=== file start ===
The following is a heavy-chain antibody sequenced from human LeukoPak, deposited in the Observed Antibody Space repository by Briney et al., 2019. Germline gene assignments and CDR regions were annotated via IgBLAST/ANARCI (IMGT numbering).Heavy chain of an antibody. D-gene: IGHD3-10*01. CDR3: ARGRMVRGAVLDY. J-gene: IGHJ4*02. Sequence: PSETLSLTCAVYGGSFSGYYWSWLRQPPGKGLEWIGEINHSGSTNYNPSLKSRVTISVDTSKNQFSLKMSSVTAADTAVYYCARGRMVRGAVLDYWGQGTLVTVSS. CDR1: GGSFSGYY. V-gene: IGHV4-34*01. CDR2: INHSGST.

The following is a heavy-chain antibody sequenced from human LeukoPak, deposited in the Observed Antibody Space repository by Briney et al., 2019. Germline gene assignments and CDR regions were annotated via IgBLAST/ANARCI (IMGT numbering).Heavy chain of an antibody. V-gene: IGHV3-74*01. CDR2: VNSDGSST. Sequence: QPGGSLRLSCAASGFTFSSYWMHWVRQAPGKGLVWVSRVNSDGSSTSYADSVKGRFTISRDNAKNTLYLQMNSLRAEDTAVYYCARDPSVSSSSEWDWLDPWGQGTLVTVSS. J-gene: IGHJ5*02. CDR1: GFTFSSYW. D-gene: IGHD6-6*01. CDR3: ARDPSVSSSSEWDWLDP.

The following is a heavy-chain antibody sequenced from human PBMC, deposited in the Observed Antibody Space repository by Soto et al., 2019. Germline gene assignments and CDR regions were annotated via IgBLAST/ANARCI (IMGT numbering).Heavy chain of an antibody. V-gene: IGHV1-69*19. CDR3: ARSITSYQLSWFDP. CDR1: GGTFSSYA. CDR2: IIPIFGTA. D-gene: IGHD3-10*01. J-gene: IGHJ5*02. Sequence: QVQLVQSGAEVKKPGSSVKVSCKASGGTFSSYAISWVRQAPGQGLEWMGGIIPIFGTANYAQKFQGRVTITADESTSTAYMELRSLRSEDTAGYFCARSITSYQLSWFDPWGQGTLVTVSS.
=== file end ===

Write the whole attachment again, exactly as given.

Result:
The following is a heavy-chain antibody sequenced from human LeukoPak, deposited in the Observed Antibody Space repository by Briney et al., 2019. Germline gene assignments and CDR regions were annotated via IgBLAST/ANARCI (IMGT numbering).Heavy chain of an antibody. D-gene: IGHD3-10*01. CDR3: ARGRMVRGAVLDY. J-gene: IGHJ4*02. Sequence: PSETLSLTCAVYGGSFSGYYWSWLRQPPGKGLEWIGEINHSGSTNYNPSLKSRVTISVDTSKNQFSLKMSSVTAADTAVYYCARGRMVRGAVLDYWGQGTLVTVSS. CDR1: GGSFSGYY. V-gene: IGHV4-34*01. CDR2: INHSGST.

The following is a heavy-chain antibody sequenced from human LeukoPak, deposited in the Observed Antibody Space repository by Briney et al., 2019. Germline gene assignments and CDR regions were annotated via IgBLAST/ANARCI (IMGT numbering).Heavy chain of an antibody. V-gene: IGHV3-74*01. CDR2: VNSDGSST. Sequence: QPGGSLRLSCAASGFTFSSYWMHWVRQAPGKGLVWVSRVNSDGSSTSYADSVKGRFTISRDNAKNTLYLQMNSLRAEDTAVYYCARDPSVSSSSEWDWLDPWGQGTLVTVSS. J-gene: IGHJ5*02. CDR1: GFTFSSYW. D-gene: IGHD6-6*01. CDR3: ARDPSVSSSSEWDWLDP.

The following is a heavy-chain antibody sequenced from human PBMC, deposited in the Observed Antibody Space repository by Soto et al., 2019. Germline gene assignments and CDR regions were annotated via IgBLAST/ANARCI (IMGT numbering).Heavy chain of an antibody. V-gene: IGHV1-69*19. CDR3: ARSITSYQLSWFDP. CDR1: GGTFSSYA. CDR2: IIPIFGTA. D-gene: IGHD3-10*01. J-gene: IGHJ5*02. Sequence: QVQLVQSGAEVKKPGSSVKVSCKASGGTFSSYAISWVRQAPGQGLEWMGGIIPIFGTANYAQKFQGRVTITADESTSTAYMELRSLRSEDTAGYFCARSITSYQLSWFDPWGQGTLVTVSS.